Kashmiris run for cover as a tear gas shell explodes near them during a protest in Srinagar on Friday. AP
They voiced alarm over the measures imposed by India since it revoked autonomous rule in the part of Kashmir it controls on Aug.5, including a near-total communications blackout.
"The shutdown of the internet and telecommunication networks, without justification from the government, are inconsistent with the fundamental norms of necessity and proportionality," the five experts, who are independent and do not speak for the world body, said in a statement.
"The blackout is a form of collective punishment of the people of Jammu and Kashmir, without even a pretext of a precipitating offence," they said, describing the restrictions imposed as "intrinsically disproportionate."
The experts also voiced concern about the curfew imposed across the region, with "massive numbers of troops (brought in) to enforce restrictions on the freedom of movement and of peaceful assembly, particularly in the Kashmir Valley."
Kashmir has waged a three-decade long armed rebellion against Indian rule with tens of thousands of lives, mostly civilians, lost in the conflict.
Ahead of its Aug.5 announcement, India rushed tens of thousands of extra troops to the restive region to join 500,000 already in the valley, and imposed a strict clampdown fearing further unrest.
According to security and government forces, at least 4,000 people have been detained in Indian-controlled Kashmir.
Kashmiri Muslim children hold posters in Srinagar on Friday against Indian government. AFP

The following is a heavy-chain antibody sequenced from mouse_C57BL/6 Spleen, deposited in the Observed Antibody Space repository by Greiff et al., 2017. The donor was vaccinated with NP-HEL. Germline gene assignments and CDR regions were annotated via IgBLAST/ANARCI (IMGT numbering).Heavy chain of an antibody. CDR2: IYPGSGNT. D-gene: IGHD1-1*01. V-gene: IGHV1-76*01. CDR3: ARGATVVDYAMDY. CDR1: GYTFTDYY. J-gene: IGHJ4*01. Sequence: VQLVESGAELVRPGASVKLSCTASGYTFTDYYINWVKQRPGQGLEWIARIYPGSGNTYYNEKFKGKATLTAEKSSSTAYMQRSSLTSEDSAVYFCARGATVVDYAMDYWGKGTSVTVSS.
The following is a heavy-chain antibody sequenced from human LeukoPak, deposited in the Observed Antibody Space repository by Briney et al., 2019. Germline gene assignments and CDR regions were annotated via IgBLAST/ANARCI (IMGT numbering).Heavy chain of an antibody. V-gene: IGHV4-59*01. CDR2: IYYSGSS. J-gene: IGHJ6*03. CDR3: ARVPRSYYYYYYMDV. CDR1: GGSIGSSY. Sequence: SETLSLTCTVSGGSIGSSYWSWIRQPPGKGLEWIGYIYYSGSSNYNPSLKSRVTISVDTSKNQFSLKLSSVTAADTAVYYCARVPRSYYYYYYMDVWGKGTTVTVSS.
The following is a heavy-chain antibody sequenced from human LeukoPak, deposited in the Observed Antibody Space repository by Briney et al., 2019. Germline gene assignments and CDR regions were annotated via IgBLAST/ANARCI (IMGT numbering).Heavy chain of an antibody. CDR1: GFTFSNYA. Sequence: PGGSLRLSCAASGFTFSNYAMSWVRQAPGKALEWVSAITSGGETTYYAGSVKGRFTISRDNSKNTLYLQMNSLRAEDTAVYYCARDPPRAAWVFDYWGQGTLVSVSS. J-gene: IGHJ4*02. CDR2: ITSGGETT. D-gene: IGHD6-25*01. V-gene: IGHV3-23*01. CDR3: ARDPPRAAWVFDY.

The UN experts said they had received information suggesting an increase in arrests of political figures, journalists, human rights activists, protesters and others.
And they said they were deeply concerned by reports that security forces have been conducting night raids on private homes, rounding up young people.
"Such detentions could constitute serious human rights violations," the experts said, calling on the authorities to thoroughly investigate all such allegations and to ensure that any confirmed perpetrators are held responsible.
They also expressed grave concern over allegations that the whereabouts of some of those detained was unknown, warning of "the general heightened risk of enforced disappearances, which may proliferate against the backdrop of mass arrests and restricted access to the internet and other communications networks."
They also noted the "excessive use of force against protesters, including the use of live ammunition."
"India has the responsibility to use the minimum force necessary when policing protests," the experts said, insisting that deadly force could only be used as a "last resort and to protect life."
The premier's message came as the curfew and communications blackout imposed by New Delhi in Kashmir entered its 12th day. Aug.15 is also India's Independence Day, which is being observed as a black day across Pakistan to protest the brutalities in Kashmir.
The Amnesty International (AI) has reiterated its call to the Indian government to act in accordance with international human rights law and standards towards people living in held Kashmir, including in relation to arrests and detentions of political opponents, and the rights to liberty and freedom of movement.
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